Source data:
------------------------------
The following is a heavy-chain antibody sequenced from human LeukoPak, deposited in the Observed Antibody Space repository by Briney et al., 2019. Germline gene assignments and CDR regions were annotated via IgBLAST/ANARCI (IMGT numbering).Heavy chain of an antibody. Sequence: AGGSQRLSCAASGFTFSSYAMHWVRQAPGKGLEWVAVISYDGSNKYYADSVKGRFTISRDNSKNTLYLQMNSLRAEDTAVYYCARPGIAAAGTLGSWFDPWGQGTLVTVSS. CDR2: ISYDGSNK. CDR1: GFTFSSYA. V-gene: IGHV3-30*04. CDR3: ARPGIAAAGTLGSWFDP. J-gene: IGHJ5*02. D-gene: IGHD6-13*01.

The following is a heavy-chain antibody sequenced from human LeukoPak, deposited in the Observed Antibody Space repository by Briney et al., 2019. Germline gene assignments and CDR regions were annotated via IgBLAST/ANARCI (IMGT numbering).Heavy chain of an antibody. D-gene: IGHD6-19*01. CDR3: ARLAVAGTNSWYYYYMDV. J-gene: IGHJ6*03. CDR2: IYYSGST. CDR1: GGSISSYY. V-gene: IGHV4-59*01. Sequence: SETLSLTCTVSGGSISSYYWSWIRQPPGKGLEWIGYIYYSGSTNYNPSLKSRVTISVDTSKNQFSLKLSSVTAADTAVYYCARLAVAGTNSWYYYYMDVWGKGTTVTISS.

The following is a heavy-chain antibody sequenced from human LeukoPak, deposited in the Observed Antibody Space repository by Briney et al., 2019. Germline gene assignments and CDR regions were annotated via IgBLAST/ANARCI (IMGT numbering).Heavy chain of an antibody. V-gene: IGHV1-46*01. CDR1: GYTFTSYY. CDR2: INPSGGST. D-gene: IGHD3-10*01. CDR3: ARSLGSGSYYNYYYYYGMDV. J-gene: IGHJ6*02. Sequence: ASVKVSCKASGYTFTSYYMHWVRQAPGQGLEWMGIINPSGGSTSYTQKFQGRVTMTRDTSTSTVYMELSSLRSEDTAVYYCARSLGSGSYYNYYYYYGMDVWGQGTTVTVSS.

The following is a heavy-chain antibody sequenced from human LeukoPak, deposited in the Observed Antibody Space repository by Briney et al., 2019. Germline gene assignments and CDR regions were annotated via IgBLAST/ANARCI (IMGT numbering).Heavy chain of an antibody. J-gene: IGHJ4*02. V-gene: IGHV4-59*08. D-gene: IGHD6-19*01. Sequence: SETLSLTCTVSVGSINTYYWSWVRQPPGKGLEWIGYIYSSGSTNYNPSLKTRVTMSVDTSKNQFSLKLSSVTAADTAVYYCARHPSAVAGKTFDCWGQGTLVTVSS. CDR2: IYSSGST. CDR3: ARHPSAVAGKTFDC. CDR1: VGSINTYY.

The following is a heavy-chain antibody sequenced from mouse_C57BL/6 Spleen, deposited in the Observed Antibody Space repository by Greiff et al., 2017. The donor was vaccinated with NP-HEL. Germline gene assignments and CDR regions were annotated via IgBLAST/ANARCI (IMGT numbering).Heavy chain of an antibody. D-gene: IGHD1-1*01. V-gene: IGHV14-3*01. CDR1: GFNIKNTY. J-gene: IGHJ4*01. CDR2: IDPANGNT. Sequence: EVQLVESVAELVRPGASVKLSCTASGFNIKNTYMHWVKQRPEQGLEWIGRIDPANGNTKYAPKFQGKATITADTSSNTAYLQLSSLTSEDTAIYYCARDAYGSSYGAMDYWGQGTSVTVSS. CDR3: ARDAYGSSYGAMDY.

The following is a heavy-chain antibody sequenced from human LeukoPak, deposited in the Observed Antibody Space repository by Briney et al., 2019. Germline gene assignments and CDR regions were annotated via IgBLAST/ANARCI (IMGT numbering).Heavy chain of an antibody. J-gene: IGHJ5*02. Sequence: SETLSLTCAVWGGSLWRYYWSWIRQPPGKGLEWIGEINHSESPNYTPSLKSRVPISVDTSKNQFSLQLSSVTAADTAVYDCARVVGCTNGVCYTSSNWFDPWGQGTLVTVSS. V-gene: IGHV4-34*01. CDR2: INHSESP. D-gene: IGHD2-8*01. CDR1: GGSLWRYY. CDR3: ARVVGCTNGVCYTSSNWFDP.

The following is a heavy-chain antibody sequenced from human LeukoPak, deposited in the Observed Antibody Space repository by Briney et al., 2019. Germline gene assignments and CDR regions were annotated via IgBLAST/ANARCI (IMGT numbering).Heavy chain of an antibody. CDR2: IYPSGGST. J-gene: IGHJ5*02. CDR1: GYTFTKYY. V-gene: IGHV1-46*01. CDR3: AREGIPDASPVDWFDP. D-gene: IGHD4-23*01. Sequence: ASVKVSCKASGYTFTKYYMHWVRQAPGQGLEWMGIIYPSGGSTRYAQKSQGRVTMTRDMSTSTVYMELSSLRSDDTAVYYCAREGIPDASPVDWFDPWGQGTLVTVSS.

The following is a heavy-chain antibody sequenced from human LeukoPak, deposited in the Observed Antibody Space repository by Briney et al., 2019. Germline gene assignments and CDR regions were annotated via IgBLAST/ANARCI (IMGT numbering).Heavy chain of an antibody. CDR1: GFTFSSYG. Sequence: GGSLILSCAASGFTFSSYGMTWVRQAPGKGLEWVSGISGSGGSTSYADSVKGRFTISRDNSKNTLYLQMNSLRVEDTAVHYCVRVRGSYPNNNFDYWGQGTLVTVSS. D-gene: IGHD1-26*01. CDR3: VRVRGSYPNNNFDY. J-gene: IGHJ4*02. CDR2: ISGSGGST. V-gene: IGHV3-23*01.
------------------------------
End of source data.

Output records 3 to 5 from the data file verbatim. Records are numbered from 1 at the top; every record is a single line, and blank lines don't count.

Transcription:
The following is a heavy-chain antibody sequenced from human LeukoPak, deposited in the Observed Antibody Space repository by Briney et al., 2019. Germline gene assignments and CDR regions were annotated via IgBLAST/ANARCI (IMGT numbering).Heavy chain of an antibody. V-gene: IGHV1-46*01. CDR1: GYTFTSYY. CDR2: INPSGGST. D-gene: IGHD3-10*01. CDR3: ARSLGSGSYYNYYYYYGMDV. J-gene: IGHJ6*02. Sequence: ASVKVSCKASGYTFTSYYMHWVRQAPGQGLEWMGIINPSGGSTSYTQKFQGRVTMTRDTSTSTVYMELSSLRSEDTAVYYCARSLGSGSYYNYYYYYGMDVWGQGTTVTVSS.

The following is a heavy-chain antibody sequenced from human LeukoPak, deposited in the Observed Antibody Space repository by Briney et al., 2019. Germline gene assignments and CDR regions were annotated via IgBLAST/ANARCI (IMGT numbering).Heavy chain of an antibody. J-gene: IGHJ4*02. V-gene: IGHV4-59*08. D-gene: IGHD6-19*01. Sequence: SETLSLTCTVSVGSINTYYWSWVRQPPGKGLEWIGYIYSSGSTNYNPSLKTRVTMSVDTSKNQFSLKLSSVTAADTAVYYCARHPSAVAGKTFDCWGQGTLVTVSS. CDR2: IYSSGST. CDR3: ARHPSAVAGKTFDC. CDR1: VGSINTYY.

The following is a heavy-chain antibody sequenced from mouse_C57BL/6 Spleen, deposited in the Observed Antibody Space repository by Greiff et al., 2017. The donor was vaccinated with NP-HEL. Germline gene assignments and CDR regions were annotated via IgBLAST/ANARCI (IMGT numbering).Heavy chain of an antibody. D-gene: IGHD1-1*01. V-gene: IGHV14-3*01. CDR1: GFNIKNTY. J-gene: IGHJ4*01. CDR2: IDPANGNT. Sequence: EVQLVESVAELVRPGASVKLSCTASGFNIKNTYMHWVKQRPEQGLEWIGRIDPANGNTKYAPKFQGKATITADTSSNTAYLQLSSLTSEDTAIYYCARDAYGSSYGAMDYWGQGTSVTVSS. CDR3: ARDAYGSSYGAMDY.